On Monday the 14th day of December, to which day the Parliament had been last continued on Saturday foregoing, the Bill for the better observation of certain Orders in the Exchequer set down and established by vertue of her Majesties Privy Seal, was read tertia vice; And the Proviso thought meet by the Committees to be added, was also read the third time.

The Bill for the Assurance of certain Mannors and Lands for part of a Jointure to Lucy Countess of Bedford; And the Provisoes and Amendments presented by the Committees to be added, were also read the third time; both which Bills were sent to the House of Commons for their consideration of the several Provisoes and Amendments, by the hands of Dr Swale and the Clerk of the Crown.

Four Bills also had each of them one reading; of which the last being the Bill for the Grant of four entire Fifteenths and Tenths granted by the Temporalty was read secundâ vice. But no mention is made either of the Commitment or ingrossing thereof, the supposed cause or reason of which omission see more at large on Monday the 23th day of November foregoing. Vide also concerning this Bill on Tuesday the 15th day of this instant December immediately following.

Two Bills were brought up to the Lords from the House of Commons; of which the second being the Bill for Confirmation of the Charter of King Edward the Sixth, of the three Hospitals of Christ, Bridewell and St Thomas the Apostle, to the Mayor, Commonalty and Citizens of London, was read primâ vice.

The Bill to confirm the Assurance of the Mannors or Farms of Sagebury aliàs Sadgebury and Obden, and other Hereditaments to Samuel Sands Esq; and John Harris Gent', and their Heirs; And the Bill for the Amendment of certain imperfections of a Statute made in the Eight Year of her Majesties Reign concerning the true making of Hats, were each of them read secundâ vice: But no mention is made either of their Commitment or engrossing, the supposed cause or reason of which omissions see more at large on Monday the 23th day of November foregoing.

The Paper or Scroll concerning Belgrave was this day returned from the House of Commons subscribed by the Clerk of the Star-Chamber, and excuse made by them for not sending the same at the first. Vide concerning this matter on Thursday the 10th day of this instant December foregoing.

Dominus Custos magni Sigilli continuavit præsens Parliamentum usq; ad horam secundam post Meridiem hujus instantis diei.

About which hour the Lord Keeper and divers Lords Assembling, Six Bills had each of them one reading; of which the third being the Bill for the Augmentation of the Jointure of Rachell Wife of Edward Nevill of Berling in the County of Kent was read secundâ vice: But no mention is made either of the Commitment or engrossing of the same, the supposed cause or reason of which omission see more at large on Monday the 23th day of November foregoing.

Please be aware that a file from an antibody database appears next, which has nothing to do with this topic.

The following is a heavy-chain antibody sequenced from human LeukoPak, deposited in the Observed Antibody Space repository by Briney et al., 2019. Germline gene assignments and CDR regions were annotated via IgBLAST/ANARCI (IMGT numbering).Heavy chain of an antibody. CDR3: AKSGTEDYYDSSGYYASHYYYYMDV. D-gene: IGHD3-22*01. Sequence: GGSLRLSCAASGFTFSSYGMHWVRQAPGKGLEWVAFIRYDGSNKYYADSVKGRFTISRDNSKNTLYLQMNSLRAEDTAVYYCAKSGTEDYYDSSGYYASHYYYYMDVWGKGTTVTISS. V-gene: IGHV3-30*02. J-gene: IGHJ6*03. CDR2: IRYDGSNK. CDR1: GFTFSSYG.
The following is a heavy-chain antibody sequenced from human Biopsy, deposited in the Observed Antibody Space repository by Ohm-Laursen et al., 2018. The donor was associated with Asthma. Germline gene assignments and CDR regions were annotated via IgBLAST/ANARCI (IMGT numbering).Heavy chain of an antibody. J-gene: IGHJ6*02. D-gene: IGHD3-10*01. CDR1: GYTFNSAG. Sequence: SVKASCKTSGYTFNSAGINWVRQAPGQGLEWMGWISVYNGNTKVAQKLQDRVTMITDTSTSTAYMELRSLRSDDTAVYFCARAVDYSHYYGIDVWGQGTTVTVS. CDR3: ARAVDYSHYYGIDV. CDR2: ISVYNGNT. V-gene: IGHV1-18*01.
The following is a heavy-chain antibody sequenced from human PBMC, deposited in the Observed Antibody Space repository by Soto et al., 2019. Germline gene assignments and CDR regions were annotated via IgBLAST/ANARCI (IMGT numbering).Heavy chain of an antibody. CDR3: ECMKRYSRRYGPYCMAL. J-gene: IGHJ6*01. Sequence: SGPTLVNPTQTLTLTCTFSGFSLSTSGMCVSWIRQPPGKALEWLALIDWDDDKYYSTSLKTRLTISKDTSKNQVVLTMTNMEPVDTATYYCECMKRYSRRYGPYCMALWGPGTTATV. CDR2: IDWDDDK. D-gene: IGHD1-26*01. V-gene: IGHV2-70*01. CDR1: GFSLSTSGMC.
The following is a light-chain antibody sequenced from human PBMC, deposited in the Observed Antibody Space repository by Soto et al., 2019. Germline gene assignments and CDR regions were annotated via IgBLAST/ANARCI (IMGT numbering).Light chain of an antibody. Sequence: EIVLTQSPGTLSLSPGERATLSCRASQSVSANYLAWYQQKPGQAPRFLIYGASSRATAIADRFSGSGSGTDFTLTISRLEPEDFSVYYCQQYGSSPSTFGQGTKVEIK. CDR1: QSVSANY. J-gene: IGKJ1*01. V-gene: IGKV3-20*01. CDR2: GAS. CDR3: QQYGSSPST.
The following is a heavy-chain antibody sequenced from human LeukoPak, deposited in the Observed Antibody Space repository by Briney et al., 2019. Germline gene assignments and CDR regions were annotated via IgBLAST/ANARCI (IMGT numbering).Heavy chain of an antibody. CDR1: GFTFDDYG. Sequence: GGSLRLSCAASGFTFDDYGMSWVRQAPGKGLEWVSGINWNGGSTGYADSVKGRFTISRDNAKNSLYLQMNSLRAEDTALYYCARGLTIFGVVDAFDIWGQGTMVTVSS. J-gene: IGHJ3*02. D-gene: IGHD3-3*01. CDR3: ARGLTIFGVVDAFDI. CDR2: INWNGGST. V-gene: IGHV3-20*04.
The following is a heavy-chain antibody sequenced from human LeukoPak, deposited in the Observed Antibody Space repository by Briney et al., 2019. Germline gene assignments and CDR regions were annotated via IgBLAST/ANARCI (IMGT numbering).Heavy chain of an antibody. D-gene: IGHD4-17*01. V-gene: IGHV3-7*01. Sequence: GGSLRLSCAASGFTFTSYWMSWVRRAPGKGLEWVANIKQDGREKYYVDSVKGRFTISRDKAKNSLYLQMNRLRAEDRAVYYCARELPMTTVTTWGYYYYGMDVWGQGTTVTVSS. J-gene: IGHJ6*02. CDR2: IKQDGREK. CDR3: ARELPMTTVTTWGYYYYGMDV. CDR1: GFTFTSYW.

The Bill concerning the erecting of a Harbour and Bay in the North part of Devon, &c. was returned to the House by the Lord Steward with one Amendment, which was presently twice read.

The Bill prohibiting Fairs and Markets to be holden on Sunday, was read secundâ vice, and Committed: But in respect that all the Commitments of Bills this Parliament were of one and the same nature, wherein the Judges were always appointed to attend the Lords Committees, and never nominated as Joint Committees with them, (as see more at large discussed on Saturday the 7th day of November foregoing) therefore the said Committees names are in this place as in divers others purposely omitted, as being matter of no great moment; yet none of the Judges were appointed to attend upon the Lords Committees in this present last above-mentioned Bill, but only the Attorney General.

Upon Motion made by the Earl of Worcester, It was Ordered by the House that William Crayford Prisoner in the Fleet should come to make his humble submission before the Lords in the said House to Morrow by nine of the Clock in the Morning. Vide concerning this matter on Saturday the 19th day of this instant December ensuing.

The Councel as well of the Company of Plaisterers as Painters were appointed to be heard in the House to Morrow in the Afternoon. Vide touching this business on Monday the 18th day of this instant December following.

On Tuesday the 15th day of December, Three Bills had each of them one reading; of which the second being the Bill for the erecting and making a Harbour and Bay on the North part of Devon in the River of Severn for the Safeguard of Men and Shipping, and to the publick good of the Common-Wealth, was read tertiâ vice, and sent down to the House of Commons, for their considerations of the Amendments, by Dr Stanhop, Dr Swale and Dr Hone.

The Bill for the Grant of four entire Subsidies and eight Fifteenths and Tenths granted by the Temporalty, was read tertiâ vice & expedit.